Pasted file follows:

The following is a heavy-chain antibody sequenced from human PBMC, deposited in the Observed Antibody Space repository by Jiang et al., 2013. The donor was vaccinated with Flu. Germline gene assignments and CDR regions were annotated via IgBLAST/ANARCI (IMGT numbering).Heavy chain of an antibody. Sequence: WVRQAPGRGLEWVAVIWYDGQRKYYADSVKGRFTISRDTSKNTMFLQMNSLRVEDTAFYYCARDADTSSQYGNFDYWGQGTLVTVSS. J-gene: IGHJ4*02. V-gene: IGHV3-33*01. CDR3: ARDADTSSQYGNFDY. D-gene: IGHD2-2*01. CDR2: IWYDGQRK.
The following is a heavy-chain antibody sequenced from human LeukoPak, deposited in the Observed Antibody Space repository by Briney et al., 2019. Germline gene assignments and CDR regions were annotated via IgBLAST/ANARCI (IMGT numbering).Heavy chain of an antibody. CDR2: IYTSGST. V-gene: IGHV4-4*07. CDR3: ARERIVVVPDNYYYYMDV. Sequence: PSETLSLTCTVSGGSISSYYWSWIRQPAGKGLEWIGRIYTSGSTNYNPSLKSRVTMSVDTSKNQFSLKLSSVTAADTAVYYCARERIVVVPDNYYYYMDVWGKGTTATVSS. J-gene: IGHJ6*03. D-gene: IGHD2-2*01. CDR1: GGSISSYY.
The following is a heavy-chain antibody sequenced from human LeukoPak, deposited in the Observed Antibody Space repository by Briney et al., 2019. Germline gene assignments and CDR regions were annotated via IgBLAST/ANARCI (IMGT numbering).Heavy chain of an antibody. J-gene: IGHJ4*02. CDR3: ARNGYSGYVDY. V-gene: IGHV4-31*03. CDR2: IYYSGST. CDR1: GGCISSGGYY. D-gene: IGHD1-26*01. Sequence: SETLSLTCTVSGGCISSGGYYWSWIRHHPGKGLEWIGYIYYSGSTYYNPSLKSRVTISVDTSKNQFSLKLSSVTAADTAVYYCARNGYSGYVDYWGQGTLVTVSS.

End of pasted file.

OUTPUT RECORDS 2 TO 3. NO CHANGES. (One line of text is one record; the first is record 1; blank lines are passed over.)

The following is a heavy-chain antibody sequenced from human LeukoPak, deposited in the Observed Antibody Space repository by Briney et al., 2019. Germline gene assignments and CDR regions were annotated via IgBLAST/ANARCI (IMGT numbering).Heavy chain of an antibody. CDR2: IYTSGST. V-gene: IGHV4-4*07. CDR3: ARERIVVVPDNYYYYMDV. Sequence: PSETLSLTCTVSGGSISSYYWSWIRQPAGKGLEWIGRIYTSGSTNYNPSLKSRVTMSVDTSKNQFSLKLSSVTAADTAVYYCARERIVVVPDNYYYYMDVWGKGTTATVSS. J-gene: IGHJ6*03. D-gene: IGHD2-2*01. CDR1: GGSISSYY.
The following is a heavy-chain antibody sequenced from human LeukoPak, deposited in the Observed Antibody Space repository by Briney et al., 2019. Germline gene assignments and CDR regions were annotated via IgBLAST/ANARCI (IMGT numbering).Heavy chain of an antibody. J-gene: IGHJ4*02. CDR3: ARNGYSGYVDY. V-gene: IGHV4-31*03. CDR2: IYYSGST. CDR1: GGCISSGGYY. D-gene: IGHD1-26*01. Sequence: SETLSLTCTVSGGCISSGGYYWSWIRHHPGKGLEWIGYIYYSGSTYYNPSLKSRVTISVDTSKNQFSLKLSSVTAADTAVYYCARNGYSGYVDYWGQGTLVTVSS.